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Figuring the Lyric Across Media

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Organizer: Zoe Bursztajn-Illingworth

Co-Organizer: Frances Grace Fyfe

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Poetry’s complex relationship to film and television is “news that stays news:” from Chaplin discussing his desire to read Keats by an Italian lake in 1920 to T.S. Eliot references appearing in Oppenheimer and Berryman’s “Dream Song 29” lending a title to the finale of Succession within the last year. The same could be said of poets discovering inspiration and provocation in film and television. Rather than viewing these media as rivals for limited cultural capital, this seminar seeks to understand the embeddedness of narrative and lyric forms through comparative methods, especially the application of lyric theory to film and television, and film theory to modern and contemporary poetry. What do collaborations between lyric and narrative modes teach us? How might the lyric’s relationship to film and television pose new representational strategies for the Anthropocene and a digitally connected society?

The lyric, even as it may collaborate with narrative, offers a model of literacy through which we might seek such non-narrative or disjunctive forms of self, speaker, and addressee. For instance, Amit Chaudhuri rejects the idea of storytelling as a resource for anti-Enlightenment politics, and champions forms of poetic elision that have long existed in non-Western cultures. A parallel critique of narrative comes from Simon Critchley, who criticizes a sense of the self as an ongoing, continuously retold story and proposes instead an “episodic concept of the self, one that is more transient, fleeting and discontinuous.” Extending Jonathan Culler’s call to update genre according to historically contingent methods and considering lyric’s relevance in the twenty-first century, this seminar asks: How does the lyric shape and become shaped by cinema, television, and other frequently narrative media?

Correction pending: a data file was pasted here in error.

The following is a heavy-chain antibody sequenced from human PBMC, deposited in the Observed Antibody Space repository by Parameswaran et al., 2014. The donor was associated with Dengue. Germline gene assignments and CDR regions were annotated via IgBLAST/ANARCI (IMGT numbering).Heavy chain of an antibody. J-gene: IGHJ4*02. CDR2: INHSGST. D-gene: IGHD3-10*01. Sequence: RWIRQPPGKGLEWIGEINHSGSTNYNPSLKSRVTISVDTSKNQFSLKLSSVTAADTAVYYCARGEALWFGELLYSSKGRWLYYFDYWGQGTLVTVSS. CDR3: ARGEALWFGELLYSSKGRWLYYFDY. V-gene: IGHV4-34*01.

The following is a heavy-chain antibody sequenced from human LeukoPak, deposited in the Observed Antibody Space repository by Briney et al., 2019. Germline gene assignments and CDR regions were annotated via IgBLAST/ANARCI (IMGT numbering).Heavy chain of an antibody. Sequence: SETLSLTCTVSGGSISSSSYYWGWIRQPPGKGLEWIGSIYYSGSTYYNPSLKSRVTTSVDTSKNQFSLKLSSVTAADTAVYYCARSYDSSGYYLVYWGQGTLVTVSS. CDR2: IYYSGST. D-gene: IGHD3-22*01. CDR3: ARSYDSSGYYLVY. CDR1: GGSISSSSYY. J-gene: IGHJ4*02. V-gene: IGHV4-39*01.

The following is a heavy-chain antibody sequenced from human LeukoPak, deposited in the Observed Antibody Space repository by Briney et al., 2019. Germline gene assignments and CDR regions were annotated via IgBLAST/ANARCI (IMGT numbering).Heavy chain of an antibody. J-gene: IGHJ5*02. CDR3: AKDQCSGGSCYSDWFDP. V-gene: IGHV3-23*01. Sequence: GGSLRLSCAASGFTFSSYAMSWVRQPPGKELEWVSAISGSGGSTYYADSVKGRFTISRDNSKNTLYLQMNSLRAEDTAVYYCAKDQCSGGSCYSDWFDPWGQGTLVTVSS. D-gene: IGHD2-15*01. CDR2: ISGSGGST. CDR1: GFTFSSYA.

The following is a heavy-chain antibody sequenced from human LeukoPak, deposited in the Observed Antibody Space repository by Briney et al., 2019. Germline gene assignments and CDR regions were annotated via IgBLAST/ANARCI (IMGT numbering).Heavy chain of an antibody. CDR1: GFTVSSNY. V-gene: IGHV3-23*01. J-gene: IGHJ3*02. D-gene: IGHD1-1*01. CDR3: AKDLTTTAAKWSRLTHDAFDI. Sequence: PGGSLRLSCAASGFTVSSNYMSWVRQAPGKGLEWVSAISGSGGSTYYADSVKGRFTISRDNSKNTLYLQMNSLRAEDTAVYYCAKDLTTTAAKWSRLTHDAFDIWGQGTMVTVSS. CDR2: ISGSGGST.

We invite papers that deal broadly with the lyric across media, including, but not limited to, film and television. We welcome papers that consider (1) the representation of lyric poetry on screen, (2) lyric theory as a lens through which to interpret film and television, (3) how film and television shape modern and contemporary poetry. We are also open to papers that discuss non-narrative cinema as a lens for lyric reading and papers from those interested in lyric poetry and theory’s intersection with audio and digital media. Papers may analyze non-Anglophone poetry, film, and television. In doing so, we hope to consider how the situation of lyric utterance might be both transformed and revealed as it traverses the media landscape. 

With the humanities in crisis, this seminar considers what looking for lyric figures in extraliterary forms might teach us about the objects and methods of literary and cultural study. We ask what filmic analysis has to learn from literary studies and vice-versa, gesturing toward a double enchantment and energization of interdisciplinary study.

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